Late Bronze Age, Late Cypriot II, circa 1450–1200 B.C.
Exact provenance unknown; similar figures found in Cyprus
Unidentified Baga or Nalu artist, late 19th or early 20th century
Wood, metal, pigment
This mask combines human features and those of a crocodile or shark.
Witness: Art and Civil Rights in the Sixties visitor responses to “What does your activism look like?”
Elvis Mask for Nyau Society
Unidentified Chewa artist, circa 1977
Central or Southern region, Malawi
Wood, paint, fiber, cloth
Although most of the cultures represented in African Innovations have changed dramatically since the works were first created, genres such as masquerade persist in many regions, where they adapt to an even more interconnected world. This make for the Nyau society, a Chewa institution that governs the spiritual realm of death and the ancestors, depicts Elvis Presley.
Historically, all Chewa men belonged to the secret Nyau society. The society’s masks represent the spirits of the deceased, but they may also represent wild bush spirits or caricature personalities from the wider community. Outsiders—including Swahili slave traders, British officials, the Virgin Mary, and other iconic foreigners such as Elvis Presley—have been considered representative of antisocial traits and undesirable values.
Kuosi Society Elephant Mask
Unidentified Bamileke artist, early 20th century
Grassfields region, Cameroon
Cloth, beads, raffia, fiber
Elephants, leopards, and buffalo are often associated with political power in the highly stratified kingdoms of the Cameroon grasslands. Beadwork is also associated with royalty and high rank, making this Bamileke beaded elephant mask a potent symbol of power. The right to own and wear elephant masks is carefully controlled; only members of royal families, court officials, wealthy title holders and important warriors are admitted to the Kuosi masking society that uses them. The society assists the king, or fon, in his role as preserver and enforcer of a rigid sociopolitical hierarchy. These masks are worn at funerals, Kuosi celebrations, and other important events.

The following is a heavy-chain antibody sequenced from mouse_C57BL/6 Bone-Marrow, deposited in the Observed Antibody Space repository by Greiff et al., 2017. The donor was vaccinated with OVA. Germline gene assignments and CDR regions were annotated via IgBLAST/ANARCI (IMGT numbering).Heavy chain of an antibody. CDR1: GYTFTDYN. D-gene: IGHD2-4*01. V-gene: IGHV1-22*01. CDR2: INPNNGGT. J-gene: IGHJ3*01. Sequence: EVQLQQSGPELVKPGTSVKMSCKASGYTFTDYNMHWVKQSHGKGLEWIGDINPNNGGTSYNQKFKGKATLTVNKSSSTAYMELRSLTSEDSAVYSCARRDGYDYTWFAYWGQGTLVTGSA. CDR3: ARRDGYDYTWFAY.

Unidentified Yoruba artist, late 19th or early 20th century
Gelede masks, such as this one, are worn by male Yoruba dancers at festivals honoring the woman of the community, living and dead, especially the powerful Great Mothers, including both the elderly women of the community and the ancestors of Yoruba society. The gelede performances entertain and educate, and document elements of everyday life, such as the woman’s head tie in this example. Through their movements, gelede dancers express Yoruba ideals of male and female behavior.
Divination Tapper (Iroke Ifá)
Unidentified Yoruba artist, 18th century (?)
Owo, Ondo state, Nigeria
Komo Society Mask
Unidentified Bamana artist, late 19th or early 20th century
Segou, Koulikouro, or Sikasso region, Mali
Wood, metal, antelope horns, porcupine quills, organic materials
Soul Container (Eraminho)
Unidentified Bijago artist, late 19th or early 20th century
Orango Island, Bijagos Island, Guinea-Bissau
Wood, earth, crushed plant materials, copper alloy chain, organic materials
Eraminho are repositories for the souls of the dead. According to Bijago beliefs, a person’s soul lives on after the body, but only as long as it is remembered by the person’s family. Thus it is necessary to create a repository for the soul and provide it with sacrifices.